Do you have a motorcycle to sell but no registration? Or, did the registration and inspection expire? Well, I had a 1984 Yamaha motorcycle for sale with an expired registration, and I let it sit idle for too long. My mistake was not filling a non-operational status in Texas, though.
When I decided to sell the bike, I thought of selling it “As Is” because I had no active registration. Unfortunately, selling a motorcycle “As Is” is not valuable.
So, I held a conversation with a clerk at the tax office regarding selling a motorcycle with expired registration. I also enquired about selling a motorcycle without registration. In this article, I reveal whether you can sell a motorcycle without registration.
Can You Sell a Motorcycle Without Registration?
Yes. You can sell a motorcycle without registration. The fastest way to sell your bike without registration is to jump title, but that makes you a curbstoner, which is illegal. Not having a registration also gives the impression that you are attempting to get rid of a stolen motorcycle. However, if you are selling a motorcycle that is out of the registration, you must pay back registration if you admit that the motorcycle has been operational on the road. Depending on your state, they may request your non-operational status to prove that the bike has been out of the road.
According to the clerk I met, if you have been ticketed for using the motorcycle as a non-registered vehicle, it mars your chance of getting a new registration.
Additional paperwork, including the motorcycle title and a bill of sale, makes it possible to sell a motorbike without registration. Of course, most persons can buy the bike without registration if the title is intact. The buyer will insure, get the bike inspected, and submit the proof to the tax office to complete the title transfer.
Title transfer is different, and you must file a transfer of title within 20-30 days to sell your motorcycle. Meanwhile, you can sell your motorcycle without a title. Suppose you are using the motorcycle, do registration and title transfer at the same time with proof of inspection and insurance.
If you are not using the motorcycle on public roads (such as with the purchase of a non-operational motorbike), file a different form that is for title transfer only. It does not require inspection or insurance. This process should be completed within 30 days, and pay the late filing fee.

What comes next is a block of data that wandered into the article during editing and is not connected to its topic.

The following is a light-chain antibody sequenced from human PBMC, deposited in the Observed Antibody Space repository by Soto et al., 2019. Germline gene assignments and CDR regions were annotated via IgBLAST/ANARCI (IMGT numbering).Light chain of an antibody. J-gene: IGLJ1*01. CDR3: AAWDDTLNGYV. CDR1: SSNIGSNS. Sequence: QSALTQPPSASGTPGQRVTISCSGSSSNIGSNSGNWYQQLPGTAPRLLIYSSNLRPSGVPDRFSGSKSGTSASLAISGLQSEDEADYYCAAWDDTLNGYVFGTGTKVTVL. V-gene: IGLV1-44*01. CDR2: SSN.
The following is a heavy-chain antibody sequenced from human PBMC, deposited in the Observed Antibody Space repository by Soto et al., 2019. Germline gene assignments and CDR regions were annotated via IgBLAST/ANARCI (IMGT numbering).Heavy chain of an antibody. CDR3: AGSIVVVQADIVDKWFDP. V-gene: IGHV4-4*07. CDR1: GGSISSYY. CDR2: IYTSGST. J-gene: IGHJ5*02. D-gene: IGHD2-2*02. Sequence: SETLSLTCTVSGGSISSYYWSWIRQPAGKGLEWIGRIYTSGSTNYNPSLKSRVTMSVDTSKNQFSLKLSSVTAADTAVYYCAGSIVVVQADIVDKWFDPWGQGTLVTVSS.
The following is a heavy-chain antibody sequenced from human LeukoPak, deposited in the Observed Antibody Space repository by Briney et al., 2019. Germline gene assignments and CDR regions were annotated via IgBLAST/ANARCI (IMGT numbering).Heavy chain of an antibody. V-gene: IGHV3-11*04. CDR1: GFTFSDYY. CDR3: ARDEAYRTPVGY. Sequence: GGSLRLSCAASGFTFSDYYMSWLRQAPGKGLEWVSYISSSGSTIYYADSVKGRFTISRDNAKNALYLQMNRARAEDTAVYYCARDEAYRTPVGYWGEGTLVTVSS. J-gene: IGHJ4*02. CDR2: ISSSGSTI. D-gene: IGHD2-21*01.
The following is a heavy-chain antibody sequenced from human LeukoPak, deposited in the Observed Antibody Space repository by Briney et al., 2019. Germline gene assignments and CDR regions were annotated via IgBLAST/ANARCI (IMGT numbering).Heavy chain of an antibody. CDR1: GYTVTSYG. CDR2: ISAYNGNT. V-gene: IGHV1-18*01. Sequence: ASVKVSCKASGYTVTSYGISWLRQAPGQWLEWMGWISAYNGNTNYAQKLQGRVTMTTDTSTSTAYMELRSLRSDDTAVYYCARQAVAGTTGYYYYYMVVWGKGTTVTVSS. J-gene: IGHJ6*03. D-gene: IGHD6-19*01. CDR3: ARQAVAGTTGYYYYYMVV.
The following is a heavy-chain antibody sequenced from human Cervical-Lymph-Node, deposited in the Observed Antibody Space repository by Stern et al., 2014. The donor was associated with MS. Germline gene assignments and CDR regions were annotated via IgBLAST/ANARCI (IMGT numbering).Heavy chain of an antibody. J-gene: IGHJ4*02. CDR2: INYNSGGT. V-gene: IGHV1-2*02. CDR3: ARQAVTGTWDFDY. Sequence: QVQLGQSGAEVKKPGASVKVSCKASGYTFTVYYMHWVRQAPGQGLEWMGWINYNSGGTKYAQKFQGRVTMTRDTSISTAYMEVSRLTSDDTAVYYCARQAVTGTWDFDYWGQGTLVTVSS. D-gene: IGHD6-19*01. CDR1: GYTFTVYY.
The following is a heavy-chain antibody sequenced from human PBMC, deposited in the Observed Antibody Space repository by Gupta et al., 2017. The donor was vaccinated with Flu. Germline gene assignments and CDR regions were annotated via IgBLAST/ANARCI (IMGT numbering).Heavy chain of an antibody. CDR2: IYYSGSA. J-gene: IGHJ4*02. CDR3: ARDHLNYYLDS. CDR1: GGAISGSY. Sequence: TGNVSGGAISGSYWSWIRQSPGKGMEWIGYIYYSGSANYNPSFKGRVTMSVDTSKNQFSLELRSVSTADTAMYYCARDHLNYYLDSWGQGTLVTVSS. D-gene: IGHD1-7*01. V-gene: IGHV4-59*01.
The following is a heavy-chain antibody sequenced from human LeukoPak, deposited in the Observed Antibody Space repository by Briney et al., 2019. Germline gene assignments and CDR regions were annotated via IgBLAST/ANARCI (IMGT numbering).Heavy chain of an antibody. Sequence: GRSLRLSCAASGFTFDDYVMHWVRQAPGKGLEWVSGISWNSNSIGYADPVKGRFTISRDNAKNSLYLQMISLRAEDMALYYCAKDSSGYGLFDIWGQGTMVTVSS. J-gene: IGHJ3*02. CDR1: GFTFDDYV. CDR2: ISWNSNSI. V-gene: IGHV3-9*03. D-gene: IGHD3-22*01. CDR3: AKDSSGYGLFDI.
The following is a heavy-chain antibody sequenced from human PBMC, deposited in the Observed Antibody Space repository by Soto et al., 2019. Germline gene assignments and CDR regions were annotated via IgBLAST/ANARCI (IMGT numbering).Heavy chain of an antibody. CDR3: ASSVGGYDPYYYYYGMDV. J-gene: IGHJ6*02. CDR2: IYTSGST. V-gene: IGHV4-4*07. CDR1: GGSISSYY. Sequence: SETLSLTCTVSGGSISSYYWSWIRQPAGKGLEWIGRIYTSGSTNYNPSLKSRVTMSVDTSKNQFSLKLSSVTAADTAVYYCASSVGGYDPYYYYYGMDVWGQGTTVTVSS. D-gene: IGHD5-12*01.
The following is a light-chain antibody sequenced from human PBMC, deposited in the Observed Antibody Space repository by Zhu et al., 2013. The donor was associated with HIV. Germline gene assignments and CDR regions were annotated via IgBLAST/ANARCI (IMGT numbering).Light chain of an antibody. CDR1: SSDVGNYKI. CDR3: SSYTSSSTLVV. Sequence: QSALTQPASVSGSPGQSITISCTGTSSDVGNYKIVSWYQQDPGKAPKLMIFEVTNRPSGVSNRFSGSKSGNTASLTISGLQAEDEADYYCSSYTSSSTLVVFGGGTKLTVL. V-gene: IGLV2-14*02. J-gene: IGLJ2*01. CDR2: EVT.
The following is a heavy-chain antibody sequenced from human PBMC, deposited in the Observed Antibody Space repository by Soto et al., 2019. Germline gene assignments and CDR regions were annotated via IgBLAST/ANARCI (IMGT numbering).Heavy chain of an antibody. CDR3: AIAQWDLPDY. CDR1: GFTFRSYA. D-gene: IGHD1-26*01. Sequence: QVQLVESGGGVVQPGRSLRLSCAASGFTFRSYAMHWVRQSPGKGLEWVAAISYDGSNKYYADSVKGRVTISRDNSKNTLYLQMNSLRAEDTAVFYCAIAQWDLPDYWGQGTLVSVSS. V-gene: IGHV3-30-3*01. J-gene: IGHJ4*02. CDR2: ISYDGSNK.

Sell It on Craigslist
Craigslist is a decent avenue to sell a motorcycle without registration if you have the title and bill of sale. It saves the stress and additional stress of getting your registration replaced, but you won’t sell the motorcycle at its true market value.
I find Craigslist to be one of the best options for getting rid of an unregistered motorcycle even without a title.
Get a Temporary Permit
Without registration, you can get a 30-day permit with your insurance. If you have no insurance, research the best quote or get temporary insurance. It is not every state that issues the 30-day permit; it ranges between 7-day, 14-day, and up to 60-day permits. This process is legal, and it may be limited to 4 applications per year, depending on your state.
What to do after selling your motorcycle without registration
Contact your local DMV and report the sale of the bike. It prevents a ticket in the mail if the buyer is neglectful of completing the title transfer.
Always Get a Non-Op for a Non-Operational Motorcycle Renewed
Before you leave your motorbike idle next time, file a Non-Operational Status. California, for instance, allows you to file a non-operational status at $21 a year. You will pay the current year’s fees only to put the bike on the road.
Suppose you have an active non-operational status, do not leave it idle for too long. My 79 GS750 went without non-operational renewal for about 6 years while was raising my kids. When I went to register it, the bill totaled $600, and I left the office pissed.
A few years later, I returned to pay the bill, but the clerk said it was no longer on their system, which means I have to re-title the motorcycle before registration. My happiness was not having to pay about $800 to $1,000 in the past due fees and penalties.
To avoid repossession, you can sell a motorcycle to pay off your debt, but with registration, because the lender has the title, except you have no plates.